"Most children can't distinguish fantasy from reality until they are about age 4, so knocking on a stranger's door in a clown suit can be confusing and scary for younger children," Deborah Best, a child psychology expert and professor of psychology at Wake Forest University, said in a statement.
To avoid unnecessary shrieks of terror, try to experience Halloween through the eyes of your child, Best suggested.
"Rather than surprising kids younger than age 5 with costumes you like, let them choose. Toddlers especially love trying on familiar items such as their parents' clothes, so a big hat and colorful tie might be all the costume he needs or wants," Best advised. "Talk about his costume, try it on, build it up and let him get familiar with it before it's trick-or-treat time. And if on Halloween night he still doesn't want to dress up, that's OK, too."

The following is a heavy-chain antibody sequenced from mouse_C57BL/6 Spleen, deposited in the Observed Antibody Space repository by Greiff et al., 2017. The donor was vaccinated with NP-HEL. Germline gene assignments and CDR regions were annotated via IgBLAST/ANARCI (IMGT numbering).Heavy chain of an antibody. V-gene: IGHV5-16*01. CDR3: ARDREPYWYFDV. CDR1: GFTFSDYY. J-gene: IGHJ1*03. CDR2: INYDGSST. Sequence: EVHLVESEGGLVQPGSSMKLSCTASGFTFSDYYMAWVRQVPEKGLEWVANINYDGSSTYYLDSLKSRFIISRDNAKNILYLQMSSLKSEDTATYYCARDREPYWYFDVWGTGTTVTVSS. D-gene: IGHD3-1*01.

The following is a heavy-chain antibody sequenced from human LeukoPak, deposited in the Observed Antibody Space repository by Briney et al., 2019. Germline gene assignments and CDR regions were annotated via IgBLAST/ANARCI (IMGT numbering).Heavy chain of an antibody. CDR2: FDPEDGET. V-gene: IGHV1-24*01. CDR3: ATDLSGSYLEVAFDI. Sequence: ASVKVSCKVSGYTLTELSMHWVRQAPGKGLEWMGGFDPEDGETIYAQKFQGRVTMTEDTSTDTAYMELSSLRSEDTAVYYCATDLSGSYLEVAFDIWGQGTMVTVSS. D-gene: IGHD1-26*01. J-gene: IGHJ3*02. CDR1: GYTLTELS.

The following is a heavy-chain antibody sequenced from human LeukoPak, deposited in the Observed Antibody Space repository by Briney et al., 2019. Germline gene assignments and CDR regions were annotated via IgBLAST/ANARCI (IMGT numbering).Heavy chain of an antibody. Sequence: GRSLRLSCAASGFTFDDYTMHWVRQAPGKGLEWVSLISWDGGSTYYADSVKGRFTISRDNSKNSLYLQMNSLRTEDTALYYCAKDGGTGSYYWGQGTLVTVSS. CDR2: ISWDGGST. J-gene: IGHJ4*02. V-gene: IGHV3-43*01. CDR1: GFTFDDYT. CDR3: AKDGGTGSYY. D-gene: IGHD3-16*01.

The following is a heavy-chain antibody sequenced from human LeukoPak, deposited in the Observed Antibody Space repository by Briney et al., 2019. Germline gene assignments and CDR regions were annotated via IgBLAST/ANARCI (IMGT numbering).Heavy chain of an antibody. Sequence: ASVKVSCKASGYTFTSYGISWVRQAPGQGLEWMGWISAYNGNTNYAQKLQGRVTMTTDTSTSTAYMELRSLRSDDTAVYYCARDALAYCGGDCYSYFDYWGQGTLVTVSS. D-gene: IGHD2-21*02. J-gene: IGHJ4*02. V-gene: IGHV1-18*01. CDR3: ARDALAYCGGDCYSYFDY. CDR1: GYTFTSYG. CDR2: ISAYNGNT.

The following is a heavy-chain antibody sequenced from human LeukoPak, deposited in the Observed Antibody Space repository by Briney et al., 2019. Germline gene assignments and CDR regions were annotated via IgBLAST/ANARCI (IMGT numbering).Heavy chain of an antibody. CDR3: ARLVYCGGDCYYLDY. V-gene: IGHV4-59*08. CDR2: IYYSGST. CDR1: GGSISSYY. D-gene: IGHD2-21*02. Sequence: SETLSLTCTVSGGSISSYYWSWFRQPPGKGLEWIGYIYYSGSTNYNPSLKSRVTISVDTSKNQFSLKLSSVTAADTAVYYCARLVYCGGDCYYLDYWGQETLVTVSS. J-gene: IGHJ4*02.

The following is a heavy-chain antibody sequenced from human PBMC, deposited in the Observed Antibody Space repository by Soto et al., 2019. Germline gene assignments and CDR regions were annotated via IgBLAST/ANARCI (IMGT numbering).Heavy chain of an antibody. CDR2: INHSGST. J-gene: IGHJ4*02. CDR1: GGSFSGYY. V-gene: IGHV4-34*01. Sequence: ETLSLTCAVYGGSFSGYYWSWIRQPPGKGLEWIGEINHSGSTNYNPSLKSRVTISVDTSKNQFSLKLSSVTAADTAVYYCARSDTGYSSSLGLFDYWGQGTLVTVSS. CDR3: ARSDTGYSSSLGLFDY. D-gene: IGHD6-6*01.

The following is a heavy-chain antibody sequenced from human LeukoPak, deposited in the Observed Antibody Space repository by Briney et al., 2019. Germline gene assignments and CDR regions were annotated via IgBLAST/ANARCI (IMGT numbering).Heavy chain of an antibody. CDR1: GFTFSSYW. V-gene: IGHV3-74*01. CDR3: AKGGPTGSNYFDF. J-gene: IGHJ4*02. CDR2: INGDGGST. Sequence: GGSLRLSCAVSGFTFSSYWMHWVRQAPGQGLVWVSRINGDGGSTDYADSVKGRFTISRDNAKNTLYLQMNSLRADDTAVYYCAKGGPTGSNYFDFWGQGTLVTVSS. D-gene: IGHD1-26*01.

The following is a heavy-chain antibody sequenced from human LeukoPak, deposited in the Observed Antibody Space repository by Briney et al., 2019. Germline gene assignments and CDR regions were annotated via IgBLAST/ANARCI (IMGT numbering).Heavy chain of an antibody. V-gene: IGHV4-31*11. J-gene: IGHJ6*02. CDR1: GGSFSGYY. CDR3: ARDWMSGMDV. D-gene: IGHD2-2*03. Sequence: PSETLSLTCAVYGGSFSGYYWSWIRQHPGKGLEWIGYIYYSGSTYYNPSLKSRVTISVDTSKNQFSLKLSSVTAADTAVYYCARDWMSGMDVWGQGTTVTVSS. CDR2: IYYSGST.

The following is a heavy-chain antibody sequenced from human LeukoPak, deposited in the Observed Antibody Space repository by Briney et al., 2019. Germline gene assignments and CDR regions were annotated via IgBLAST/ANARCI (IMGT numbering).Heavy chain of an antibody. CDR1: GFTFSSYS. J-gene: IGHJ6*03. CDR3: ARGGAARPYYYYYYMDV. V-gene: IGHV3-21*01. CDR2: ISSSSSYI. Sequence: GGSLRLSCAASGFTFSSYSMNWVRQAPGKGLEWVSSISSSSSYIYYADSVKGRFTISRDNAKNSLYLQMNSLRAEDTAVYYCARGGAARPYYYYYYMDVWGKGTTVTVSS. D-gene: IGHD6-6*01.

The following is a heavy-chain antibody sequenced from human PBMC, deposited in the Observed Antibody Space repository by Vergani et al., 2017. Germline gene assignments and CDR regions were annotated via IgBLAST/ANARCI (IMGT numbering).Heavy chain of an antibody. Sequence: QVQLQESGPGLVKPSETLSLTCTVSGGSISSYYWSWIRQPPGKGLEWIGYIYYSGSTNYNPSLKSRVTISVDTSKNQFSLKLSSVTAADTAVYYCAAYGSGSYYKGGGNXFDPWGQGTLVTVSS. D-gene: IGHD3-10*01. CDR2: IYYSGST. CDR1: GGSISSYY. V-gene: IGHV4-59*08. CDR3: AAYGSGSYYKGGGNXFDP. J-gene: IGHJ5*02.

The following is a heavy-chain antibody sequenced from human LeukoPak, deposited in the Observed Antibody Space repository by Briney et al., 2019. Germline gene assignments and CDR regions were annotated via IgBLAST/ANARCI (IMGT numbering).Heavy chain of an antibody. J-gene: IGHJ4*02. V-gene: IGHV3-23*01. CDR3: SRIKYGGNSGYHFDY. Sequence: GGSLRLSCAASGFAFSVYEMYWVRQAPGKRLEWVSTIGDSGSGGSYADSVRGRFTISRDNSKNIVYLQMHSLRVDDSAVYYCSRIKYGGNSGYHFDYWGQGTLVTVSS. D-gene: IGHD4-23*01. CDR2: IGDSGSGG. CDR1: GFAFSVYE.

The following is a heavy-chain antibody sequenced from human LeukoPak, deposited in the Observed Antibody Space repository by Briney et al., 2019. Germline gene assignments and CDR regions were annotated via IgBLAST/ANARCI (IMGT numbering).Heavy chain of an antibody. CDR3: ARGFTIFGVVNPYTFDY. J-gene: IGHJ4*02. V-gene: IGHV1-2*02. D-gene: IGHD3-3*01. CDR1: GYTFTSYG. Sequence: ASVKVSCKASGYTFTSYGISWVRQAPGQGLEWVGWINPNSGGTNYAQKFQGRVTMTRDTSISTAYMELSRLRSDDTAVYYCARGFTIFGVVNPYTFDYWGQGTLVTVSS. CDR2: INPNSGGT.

Some children might be wary about trick-or-treating. Help ease a child's fears by trick-or-treating before it gets dark and starting at a neighbor or friend's home where the child will meet a familiar face, Best suggested.
Seeing other children having a good time might put a fearful child in the festive spirit, but if that doesn't work, take your cues from the child and head home, Best said.